The duty of honesty also includes an element of loyalty. This could be seen as avoiding the conflict of duty of interests or property between the director and the company. Historically contracts have always been voidable in equity ifthere was such a conflict. The test adopted in Aberdeen Railways5 was that no fiduciary “can have an interest that possibly conflicts with the interests of those whom he is bound to protect”. The court continued that it is no defence that the act was “fair and reasonable” and that mala fides is not in issue.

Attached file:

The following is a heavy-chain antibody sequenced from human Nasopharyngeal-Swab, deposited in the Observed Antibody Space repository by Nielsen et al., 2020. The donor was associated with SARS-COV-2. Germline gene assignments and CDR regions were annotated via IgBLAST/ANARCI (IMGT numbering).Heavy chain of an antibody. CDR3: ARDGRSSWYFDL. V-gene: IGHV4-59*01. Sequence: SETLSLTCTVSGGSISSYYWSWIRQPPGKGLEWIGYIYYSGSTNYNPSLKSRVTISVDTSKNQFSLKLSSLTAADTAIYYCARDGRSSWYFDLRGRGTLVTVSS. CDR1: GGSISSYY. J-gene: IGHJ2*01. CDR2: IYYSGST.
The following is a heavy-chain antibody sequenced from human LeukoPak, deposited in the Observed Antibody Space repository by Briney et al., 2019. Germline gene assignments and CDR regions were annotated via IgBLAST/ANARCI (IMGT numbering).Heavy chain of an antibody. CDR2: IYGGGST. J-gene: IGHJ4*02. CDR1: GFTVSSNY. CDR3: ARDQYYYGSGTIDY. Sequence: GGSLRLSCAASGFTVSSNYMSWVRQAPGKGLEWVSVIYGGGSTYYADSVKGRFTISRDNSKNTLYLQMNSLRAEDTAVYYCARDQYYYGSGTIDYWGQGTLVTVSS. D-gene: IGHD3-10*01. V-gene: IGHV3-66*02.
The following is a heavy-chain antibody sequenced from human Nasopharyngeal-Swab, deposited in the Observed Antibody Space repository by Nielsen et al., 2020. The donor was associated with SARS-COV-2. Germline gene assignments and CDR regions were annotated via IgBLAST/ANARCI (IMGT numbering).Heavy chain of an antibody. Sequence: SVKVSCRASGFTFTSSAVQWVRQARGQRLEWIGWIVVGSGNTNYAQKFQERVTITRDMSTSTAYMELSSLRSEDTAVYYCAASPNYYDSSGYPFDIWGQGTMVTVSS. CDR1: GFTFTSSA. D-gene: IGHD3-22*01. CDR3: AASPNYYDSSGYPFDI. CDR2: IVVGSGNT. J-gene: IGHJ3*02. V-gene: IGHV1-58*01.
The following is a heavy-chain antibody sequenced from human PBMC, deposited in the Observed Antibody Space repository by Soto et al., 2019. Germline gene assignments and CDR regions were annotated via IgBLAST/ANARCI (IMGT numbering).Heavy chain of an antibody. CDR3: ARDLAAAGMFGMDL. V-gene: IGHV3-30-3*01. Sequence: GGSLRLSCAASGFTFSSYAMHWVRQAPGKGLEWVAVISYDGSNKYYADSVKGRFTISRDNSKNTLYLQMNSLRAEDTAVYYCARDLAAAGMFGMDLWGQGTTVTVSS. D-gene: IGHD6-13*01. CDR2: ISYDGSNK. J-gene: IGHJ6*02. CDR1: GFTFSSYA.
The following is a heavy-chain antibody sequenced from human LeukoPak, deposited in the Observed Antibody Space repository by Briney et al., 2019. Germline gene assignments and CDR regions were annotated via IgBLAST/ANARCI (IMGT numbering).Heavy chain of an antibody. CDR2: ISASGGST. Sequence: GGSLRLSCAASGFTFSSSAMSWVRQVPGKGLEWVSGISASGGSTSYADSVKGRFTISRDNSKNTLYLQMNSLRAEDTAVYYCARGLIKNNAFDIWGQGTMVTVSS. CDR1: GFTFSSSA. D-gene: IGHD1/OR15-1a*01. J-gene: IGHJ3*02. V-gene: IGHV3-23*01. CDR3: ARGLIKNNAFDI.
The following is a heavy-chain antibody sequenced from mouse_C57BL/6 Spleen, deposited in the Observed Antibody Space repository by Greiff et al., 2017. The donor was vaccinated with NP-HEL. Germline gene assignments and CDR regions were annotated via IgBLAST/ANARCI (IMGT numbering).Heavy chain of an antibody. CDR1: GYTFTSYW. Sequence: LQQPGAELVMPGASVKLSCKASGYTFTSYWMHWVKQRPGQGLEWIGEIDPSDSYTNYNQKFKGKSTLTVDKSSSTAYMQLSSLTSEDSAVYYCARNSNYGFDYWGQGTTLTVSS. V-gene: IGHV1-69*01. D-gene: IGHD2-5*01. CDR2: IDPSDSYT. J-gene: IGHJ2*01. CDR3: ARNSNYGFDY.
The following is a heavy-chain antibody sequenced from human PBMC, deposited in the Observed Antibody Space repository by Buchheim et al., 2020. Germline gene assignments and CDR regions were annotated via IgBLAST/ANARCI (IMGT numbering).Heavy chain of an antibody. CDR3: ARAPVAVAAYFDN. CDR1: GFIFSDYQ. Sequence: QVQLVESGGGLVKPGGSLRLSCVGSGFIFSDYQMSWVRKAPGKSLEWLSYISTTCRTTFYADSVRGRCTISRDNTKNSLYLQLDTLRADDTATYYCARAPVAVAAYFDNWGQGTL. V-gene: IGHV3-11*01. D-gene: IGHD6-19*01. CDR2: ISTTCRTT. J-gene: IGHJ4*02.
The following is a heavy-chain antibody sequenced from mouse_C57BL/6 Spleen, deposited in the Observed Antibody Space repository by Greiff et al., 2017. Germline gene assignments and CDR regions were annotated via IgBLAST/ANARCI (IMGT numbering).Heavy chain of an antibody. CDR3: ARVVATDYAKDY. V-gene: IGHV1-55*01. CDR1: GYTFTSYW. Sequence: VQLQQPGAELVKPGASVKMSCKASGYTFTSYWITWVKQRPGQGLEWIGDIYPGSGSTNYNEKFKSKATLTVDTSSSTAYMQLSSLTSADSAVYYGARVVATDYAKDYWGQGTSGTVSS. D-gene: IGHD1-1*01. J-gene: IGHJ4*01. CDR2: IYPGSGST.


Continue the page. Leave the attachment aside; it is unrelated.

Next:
In the strict view applied in Regal (Hastings) Ltd. v. Gulliver” Viscount Sankey suggested that liability does not tum on mala fides. The test is simply whether one “has or can have a personal conflict”. Lord Russell suggested that a fiduciary must “account for profits made while standing in a fiduciary capacity by reason and in course of that fiduciary relationship made a profit”.There is no general rule as to when a conflict of interest will be actionable. The cases in Canada have been inconsistent as to the need for the company to actually suffer a loss. In the Canadian Aero case, Chief Justice Laskin of the Supreme Court of Canada said that the court would look to all circumstances of the transaction and suggested that the following were all relevant factors: the position held, the nature of the corporate opportunity, the ripeness of the corporate opportunity, the specificness and relationship of the officers to the opportunity, and the amount of knowledge possessed.